You’ve made me think, Joanna. My about page has about me at the top and about the blog below. Maybe I need to reconsider based on your good advice and example. My first reaction to your post was that I like to know who is writing the blog so I can evaluate whether the blogger knows anything about the subject. I really don’t like to read about pages that don’t say anything about the author. However, you solved that by including a link to a page about you.

  4. Making Life Work for You says:

    Business Choice - Corporate or Personal?

    If you missed the big announcement, I left my previous real estate brokerage to join one that has newly opened. A brilliant agent and friend opened the first Sellstate franchise in the state of Georgia right here in Richmond Hill and I was all too happ…

  5. Joanna Young
    Twitter: joannapaterson
    says:

    @ Catherine hmm… don’t be too hard on yourself now. Shift your comment to ‘helping me think about things I could do even better’ and I’ll be happy :-)

    Blogging is always a work in progress - I’m learning myself, every day, and it was only the redesign that forced me into thinking hard about this question. But you’re right, looking at the advice (and more to the point, the examples) of the top bloggers is a way to go. That way you’re sure to find an example that works, but also suits your style and your blog.

    @Robert You know I can’t wait to see where the Zone goes with all this musing on brand and purpose you’re doing… :-)

    I found it an interesting exercise to think about what my blog might be for from the perspective of readers.

    Taking it to the next level it might have been an idea to ask all of you to help me write it - because it’s what you see, what you get from the blog that counts, not what I think it’s about. I might do this for the next rewrite.

    @ Lillie I don’t think there is *one* right answer - but I was persuaded by Brian Clark’s arguments on this one. It’s still easy enough (I hope) for those who want to learn more “about me” to follow the link from the about page and from the porch pitch.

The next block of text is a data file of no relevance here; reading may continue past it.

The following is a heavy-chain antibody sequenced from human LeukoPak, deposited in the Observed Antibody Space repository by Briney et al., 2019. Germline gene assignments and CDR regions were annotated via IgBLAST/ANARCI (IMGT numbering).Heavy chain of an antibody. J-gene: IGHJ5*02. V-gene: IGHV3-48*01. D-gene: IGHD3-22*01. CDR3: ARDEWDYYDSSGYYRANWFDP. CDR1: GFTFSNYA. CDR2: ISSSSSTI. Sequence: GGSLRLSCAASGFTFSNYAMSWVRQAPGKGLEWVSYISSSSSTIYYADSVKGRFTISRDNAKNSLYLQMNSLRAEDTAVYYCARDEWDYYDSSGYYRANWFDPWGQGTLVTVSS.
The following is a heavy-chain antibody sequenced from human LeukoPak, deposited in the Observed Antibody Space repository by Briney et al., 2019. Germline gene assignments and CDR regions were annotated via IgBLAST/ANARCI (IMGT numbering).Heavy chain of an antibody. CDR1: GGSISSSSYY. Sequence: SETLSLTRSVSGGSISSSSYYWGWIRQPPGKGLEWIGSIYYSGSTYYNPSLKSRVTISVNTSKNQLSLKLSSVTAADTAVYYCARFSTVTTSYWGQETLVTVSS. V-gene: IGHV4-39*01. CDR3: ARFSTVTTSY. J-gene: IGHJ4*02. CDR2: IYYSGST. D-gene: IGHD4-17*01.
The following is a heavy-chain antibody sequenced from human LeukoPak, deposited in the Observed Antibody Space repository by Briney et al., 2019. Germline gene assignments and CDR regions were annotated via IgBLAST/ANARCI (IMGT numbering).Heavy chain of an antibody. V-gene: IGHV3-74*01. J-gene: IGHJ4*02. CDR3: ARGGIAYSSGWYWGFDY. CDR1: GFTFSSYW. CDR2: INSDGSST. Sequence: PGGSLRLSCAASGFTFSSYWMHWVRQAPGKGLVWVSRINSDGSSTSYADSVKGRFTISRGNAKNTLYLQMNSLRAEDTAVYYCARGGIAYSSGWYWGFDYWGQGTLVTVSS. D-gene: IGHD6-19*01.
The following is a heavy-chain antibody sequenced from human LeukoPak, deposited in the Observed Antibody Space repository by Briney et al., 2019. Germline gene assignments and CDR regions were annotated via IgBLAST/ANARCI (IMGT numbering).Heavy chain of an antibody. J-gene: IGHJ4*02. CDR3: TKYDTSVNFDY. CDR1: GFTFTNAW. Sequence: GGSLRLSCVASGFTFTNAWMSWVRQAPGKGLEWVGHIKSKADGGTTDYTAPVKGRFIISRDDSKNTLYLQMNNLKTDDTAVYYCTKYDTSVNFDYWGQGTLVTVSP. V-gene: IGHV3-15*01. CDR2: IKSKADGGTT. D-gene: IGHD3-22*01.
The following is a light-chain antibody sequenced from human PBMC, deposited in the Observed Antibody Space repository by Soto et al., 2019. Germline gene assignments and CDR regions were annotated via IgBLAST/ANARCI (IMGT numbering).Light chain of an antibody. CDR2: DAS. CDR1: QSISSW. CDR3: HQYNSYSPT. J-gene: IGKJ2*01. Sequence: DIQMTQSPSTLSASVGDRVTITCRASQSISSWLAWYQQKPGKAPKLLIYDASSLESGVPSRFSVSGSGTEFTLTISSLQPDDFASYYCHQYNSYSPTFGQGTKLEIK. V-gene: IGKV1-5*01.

It sounds as if Skellie’s approach might work well for you - she suggests the first half of the page about the blog, the second half about the author. Her “how to” advice is all pitched as a comparison with the back page of a book so it might be right up your street.

    Joanna

  6. Laura says:

    Good post! It’s definitely something to put on my “to do” list.

  7. Joanna Young
    Twitter: joannapaterson
    says:

    Oh Laura - I’m not sure if that’s something you’ll thank me for or not!

    Joanna

  8. Emma Newman
    Twitter: emapocalyptic
    says:

    I’m so glad you sent this page’s link to me Joanna, it’s inspired me to re-write my About page and hide the old FAQ section until I’m well enough to re-think it. Not sure if writing a new About page when slightly feverish is the best plan, but the urge seized me and wouldn’t let go!

    So grateful for all you give here, thank you x

    Emma Newmans last blog post..Ten writing lessons learned – a reminder to my future self

  9. Joanna
    Twitter: joannapaterson
    says:

    Emma, I’m glad the material was useful - the sources I quoted helped me a lot with writing and rewriting my own, and I certainly found it a lot easier once I decided to focus on about the blog, rather than about me. Hope you’re feeling better soon!